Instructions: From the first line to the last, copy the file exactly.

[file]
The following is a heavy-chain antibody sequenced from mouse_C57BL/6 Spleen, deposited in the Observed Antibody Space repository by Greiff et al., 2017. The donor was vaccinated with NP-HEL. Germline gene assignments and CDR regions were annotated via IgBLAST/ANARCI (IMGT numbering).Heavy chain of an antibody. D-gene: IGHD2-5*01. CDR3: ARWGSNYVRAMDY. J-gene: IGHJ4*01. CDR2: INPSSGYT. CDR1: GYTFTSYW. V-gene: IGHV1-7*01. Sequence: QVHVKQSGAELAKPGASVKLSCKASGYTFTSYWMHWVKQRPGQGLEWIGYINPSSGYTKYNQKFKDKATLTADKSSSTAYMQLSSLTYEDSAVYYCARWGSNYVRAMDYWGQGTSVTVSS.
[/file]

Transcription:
The following is a heavy-chain antibody sequenced from mouse_C57BL/6 Spleen, deposited in the Observed Antibody Space repository by Greiff et al., 2017. The donor was vaccinated with NP-HEL. Germline gene assignments and CDR regions were annotated via IgBLAST/ANARCI (IMGT numbering).Heavy chain of an antibody. D-gene: IGHD2-5*01. CDR3: ARWGSNYVRAMDY. J-gene: IGHJ4*01. CDR2: INPSSGYT. CDR1: GYTFTSYW. V-gene: IGHV1-7*01. Sequence: QVHVKQSGAELAKPGASVKLSCKASGYTFTSYWMHWVKQRPGQGLEWIGYINPSSGYTKYNQKFKDKATLTADKSSSTAYMQLSSLTYEDSAVYYCARWGSNYVRAMDYWGQGTSVTVSS.